For Young Workers, Insomnia Cuts Productivity
A new study from Australia tied some dangerous and unsettling issues to sleep disorders in young people.
The research found links to daytime drowsiness, mental health issues and motor vehicle accidents and noted that as many as 20% of younger people are affected by sleep disorders.
Workplace productivity losses were up to 40% greater among 22-year-olds with clinical sleep disorders compared to their peers with no sleep disorders.
“This is equivalent to total workplace productivity loss [followed up on multiple occasions across 12 months] of about four weeks for young people with clinically significant sleep disorders, compared with less than one week for those without,” said study leader Amy Reynolds, an associate professor in clinical sleep health at Flinders University in Adelaide, Australia.
The study drew on 554 22-year-old workers who were part of the multigenerational Raine Study, examining lifelong health and quality of life in Western Australia.
“The Raine study previously showed that about 20% of the young adults surveyed had a common clinical sleep disorder. … We wanted to know how much of an impact these disorders have on workers in their workplaces,” Reynolds said in a university news release.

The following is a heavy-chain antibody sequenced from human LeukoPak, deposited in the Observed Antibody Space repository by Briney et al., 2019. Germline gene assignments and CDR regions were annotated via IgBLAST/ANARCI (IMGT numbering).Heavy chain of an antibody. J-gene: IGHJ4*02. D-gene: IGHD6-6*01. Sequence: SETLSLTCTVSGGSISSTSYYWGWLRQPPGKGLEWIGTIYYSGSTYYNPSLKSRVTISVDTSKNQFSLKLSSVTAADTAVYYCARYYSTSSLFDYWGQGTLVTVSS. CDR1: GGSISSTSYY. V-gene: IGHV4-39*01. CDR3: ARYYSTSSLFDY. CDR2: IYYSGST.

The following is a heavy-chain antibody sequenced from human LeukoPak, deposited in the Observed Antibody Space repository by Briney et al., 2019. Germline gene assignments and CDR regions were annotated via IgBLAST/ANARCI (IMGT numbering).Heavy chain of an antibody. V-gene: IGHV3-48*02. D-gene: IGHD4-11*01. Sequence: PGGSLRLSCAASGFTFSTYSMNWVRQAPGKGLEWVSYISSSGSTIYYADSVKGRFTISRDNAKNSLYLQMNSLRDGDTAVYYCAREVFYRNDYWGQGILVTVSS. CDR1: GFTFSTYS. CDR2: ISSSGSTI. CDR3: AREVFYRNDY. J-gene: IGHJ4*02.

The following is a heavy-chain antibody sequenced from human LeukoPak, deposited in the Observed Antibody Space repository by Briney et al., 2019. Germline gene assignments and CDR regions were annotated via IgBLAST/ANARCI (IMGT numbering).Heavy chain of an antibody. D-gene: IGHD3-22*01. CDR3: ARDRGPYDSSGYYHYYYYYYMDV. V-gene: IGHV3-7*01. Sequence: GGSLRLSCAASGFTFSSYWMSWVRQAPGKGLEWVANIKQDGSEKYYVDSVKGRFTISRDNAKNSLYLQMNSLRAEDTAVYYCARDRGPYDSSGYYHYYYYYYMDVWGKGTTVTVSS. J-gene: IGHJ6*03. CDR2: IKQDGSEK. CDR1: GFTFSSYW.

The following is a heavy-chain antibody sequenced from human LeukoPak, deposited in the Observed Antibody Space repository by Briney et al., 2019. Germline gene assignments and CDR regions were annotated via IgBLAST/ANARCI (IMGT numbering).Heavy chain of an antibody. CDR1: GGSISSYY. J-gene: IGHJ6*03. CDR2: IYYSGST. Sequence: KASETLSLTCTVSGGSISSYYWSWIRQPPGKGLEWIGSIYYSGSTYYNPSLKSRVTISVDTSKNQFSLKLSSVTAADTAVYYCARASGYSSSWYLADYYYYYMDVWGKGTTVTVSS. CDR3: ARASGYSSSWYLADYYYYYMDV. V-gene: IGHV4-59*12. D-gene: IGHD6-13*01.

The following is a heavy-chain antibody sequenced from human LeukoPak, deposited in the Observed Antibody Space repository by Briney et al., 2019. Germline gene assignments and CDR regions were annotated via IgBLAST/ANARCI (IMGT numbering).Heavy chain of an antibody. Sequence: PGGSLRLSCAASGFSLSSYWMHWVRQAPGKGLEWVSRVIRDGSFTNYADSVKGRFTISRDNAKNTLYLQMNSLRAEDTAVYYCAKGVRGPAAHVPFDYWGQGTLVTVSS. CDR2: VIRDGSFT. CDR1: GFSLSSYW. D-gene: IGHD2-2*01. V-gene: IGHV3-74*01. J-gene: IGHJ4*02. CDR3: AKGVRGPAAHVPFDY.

“The take-home message is just how prevalent sleep disorders are in young adults, and that these disorders are having an impact on our young adults and their workplaces," she said.
That changes across the life span, Reynolds said, with obstructive sleep apnea becoming more prevalent in middle age.
“In young workers it is insomnia which is more common, rather than other sleep problems, and is driving productivity loss,” she said.
Presenteeism, which occurs when workers are not fully functioning, is driving much of that loss, Reynolds said.
“So, they're at work, but they're just not working to their best capacity or potential,” she said.
Senior co-author Robert Adams, a Flinders professor in respiratory and sleep medicine, and colleagues are focusing on giving primary care doctors the ability to access evidence-based care and resources for sleep disorders, according to the study.
He said supporting young people to receive cognitive behavioral therapy is one example that can reduce the need for sleeping medications or other interventions that have only short-term benefits.
The findings were published July 10 in The Medical Journal of Australia.
The U.S. National Heart, Lung, and Blood Institute has more on insomnia.
SOURCE: Flinders University, news release, July 11, 2023
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